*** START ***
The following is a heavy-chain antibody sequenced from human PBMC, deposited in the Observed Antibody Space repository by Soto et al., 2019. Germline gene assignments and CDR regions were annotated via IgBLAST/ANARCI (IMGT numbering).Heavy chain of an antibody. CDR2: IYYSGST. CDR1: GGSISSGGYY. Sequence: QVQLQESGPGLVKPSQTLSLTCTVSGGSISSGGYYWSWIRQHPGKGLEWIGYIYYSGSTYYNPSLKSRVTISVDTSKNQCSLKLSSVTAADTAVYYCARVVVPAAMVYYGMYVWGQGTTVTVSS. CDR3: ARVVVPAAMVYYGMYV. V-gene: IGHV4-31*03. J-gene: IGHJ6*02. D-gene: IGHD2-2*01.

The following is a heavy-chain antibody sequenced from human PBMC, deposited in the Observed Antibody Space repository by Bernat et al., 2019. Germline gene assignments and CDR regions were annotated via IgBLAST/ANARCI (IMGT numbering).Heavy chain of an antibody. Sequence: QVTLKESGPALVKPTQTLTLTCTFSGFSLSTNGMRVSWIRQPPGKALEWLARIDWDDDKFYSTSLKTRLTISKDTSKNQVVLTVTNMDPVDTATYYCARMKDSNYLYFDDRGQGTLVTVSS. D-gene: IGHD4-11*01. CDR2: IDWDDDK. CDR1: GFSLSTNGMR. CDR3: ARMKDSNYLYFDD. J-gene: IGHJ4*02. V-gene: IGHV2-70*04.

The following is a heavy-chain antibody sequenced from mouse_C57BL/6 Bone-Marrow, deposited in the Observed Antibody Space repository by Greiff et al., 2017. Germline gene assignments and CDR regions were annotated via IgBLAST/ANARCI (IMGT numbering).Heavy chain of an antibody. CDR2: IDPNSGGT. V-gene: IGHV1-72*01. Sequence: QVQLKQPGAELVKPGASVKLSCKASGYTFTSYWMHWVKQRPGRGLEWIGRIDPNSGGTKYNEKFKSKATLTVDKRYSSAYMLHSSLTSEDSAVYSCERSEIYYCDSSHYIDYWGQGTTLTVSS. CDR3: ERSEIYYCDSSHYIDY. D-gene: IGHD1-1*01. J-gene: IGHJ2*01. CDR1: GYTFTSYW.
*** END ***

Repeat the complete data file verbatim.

The following is a heavy-chain antibody sequenced from human PBMC, deposited in the Observed Antibody Space repository by Soto et al., 2019. Germline gene assignments and CDR regions were annotated via IgBLAST/ANARCI (IMGT numbering).Heavy chain of an antibody. CDR2: IYYSGST. CDR1: GGSISSGGYY. Sequence: QVQLQESGPGLVKPSQTLSLTCTVSGGSISSGGYYWSWIRQHPGKGLEWIGYIYYSGSTYYNPSLKSRVTISVDTSKNQCSLKLSSVTAADTAVYYCARVVVPAAMVYYGMYVWGQGTTVTVSS. CDR3: ARVVVPAAMVYYGMYV. V-gene: IGHV4-31*03. J-gene: IGHJ6*02. D-gene: IGHD2-2*01.

The following is a heavy-chain antibody sequenced from human PBMC, deposited in the Observed Antibody Space repository by Bernat et al., 2019. Germline gene assignments and CDR regions were annotated via IgBLAST/ANARCI (IMGT numbering).Heavy chain of an antibody. Sequence: QVTLKESGPALVKPTQTLTLTCTFSGFSLSTNGMRVSWIRQPPGKALEWLARIDWDDDKFYSTSLKTRLTISKDTSKNQVVLTVTNMDPVDTATYYCARMKDSNYLYFDDRGQGTLVTVSS. D-gene: IGHD4-11*01. CDR2: IDWDDDK. CDR1: GFSLSTNGMR. CDR3: ARMKDSNYLYFDD. J-gene: IGHJ4*02. V-gene: IGHV2-70*04.

The following is a heavy-chain antibody sequenced from mouse_C57BL/6 Bone-Marrow, deposited in the Observed Antibody Space repository by Greiff et al., 2017. Germline gene assignments and CDR regions were annotated via IgBLAST/ANARCI (IMGT numbering).Heavy chain of an antibody. CDR2: IDPNSGGT. V-gene: IGHV1-72*01. Sequence: QVQLKQPGAELVKPGASVKLSCKASGYTFTSYWMHWVKQRPGRGLEWIGRIDPNSGGTKYNEKFKSKATLTVDKRYSSAYMLHSSLTSEDSAVYSCERSEIYYCDSSHYIDYWGQGTTLTVSS. CDR3: ERSEIYYCDSSHYIDY. D-gene: IGHD1-1*01. J-gene: IGHJ2*01. CDR1: GYTFTSYW.